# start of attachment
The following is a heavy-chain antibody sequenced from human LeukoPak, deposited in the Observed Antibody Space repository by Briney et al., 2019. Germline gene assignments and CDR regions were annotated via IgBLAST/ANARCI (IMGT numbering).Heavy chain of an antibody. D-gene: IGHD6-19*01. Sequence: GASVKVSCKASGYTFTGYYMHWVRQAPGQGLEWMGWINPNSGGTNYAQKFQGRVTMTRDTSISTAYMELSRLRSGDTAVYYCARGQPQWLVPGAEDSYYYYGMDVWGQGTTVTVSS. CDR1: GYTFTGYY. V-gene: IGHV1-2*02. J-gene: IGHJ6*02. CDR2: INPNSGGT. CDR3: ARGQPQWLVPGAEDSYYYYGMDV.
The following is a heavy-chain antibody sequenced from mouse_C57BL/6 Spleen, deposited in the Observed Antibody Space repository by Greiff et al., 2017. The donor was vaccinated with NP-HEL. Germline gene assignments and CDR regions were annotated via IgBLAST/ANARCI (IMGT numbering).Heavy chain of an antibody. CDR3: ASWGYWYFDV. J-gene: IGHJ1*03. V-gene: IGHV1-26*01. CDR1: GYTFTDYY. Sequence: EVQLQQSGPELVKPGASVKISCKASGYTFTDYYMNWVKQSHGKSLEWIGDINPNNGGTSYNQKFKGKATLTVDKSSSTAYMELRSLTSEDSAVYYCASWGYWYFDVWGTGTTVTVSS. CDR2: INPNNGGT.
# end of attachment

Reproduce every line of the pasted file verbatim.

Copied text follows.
The following is a heavy-chain antibody sequenced from human LeukoPak, deposited in the Observed Antibody Space repository by Briney et al., 2019. Germline gene assignments and CDR regions were annotated via IgBLAST/ANARCI (IMGT numbering).Heavy chain of an antibody. D-gene: IGHD6-19*01. Sequence: GASVKVSCKASGYTFTGYYMHWVRQAPGQGLEWMGWINPNSGGTNYAQKFQGRVTMTRDTSISTAYMELSRLRSGDTAVYYCARGQPQWLVPGAEDSYYYYGMDVWGQGTTVTVSS. CDR1: GYTFTGYY. V-gene: IGHV1-2*02. J-gene: IGHJ6*02. CDR2: INPNSGGT. CDR3: ARGQPQWLVPGAEDSYYYYGMDV.
The following is a heavy-chain antibody sequenced from mouse_C57BL/6 Spleen, deposited in the Observed Antibody Space repository by Greiff et al., 2017. The donor was vaccinated with NP-HEL. Germline gene assignments and CDR regions were annotated via IgBLAST/ANARCI (IMGT numbering).Heavy chain of an antibody. CDR3: ASWGYWYFDV. J-gene: IGHJ1*03. V-gene: IGHV1-26*01. CDR1: GYTFTDYY. Sequence: EVQLQQSGPELVKPGASVKISCKASGYTFTDYYMNWVKQSHGKSLEWIGDINPNNGGTSYNQKFKGKATLTVDKSSSTAYMELRSLTSEDSAVYYCASWGYWYFDVWGTGTTVTVSS. CDR2: INPNNGGT.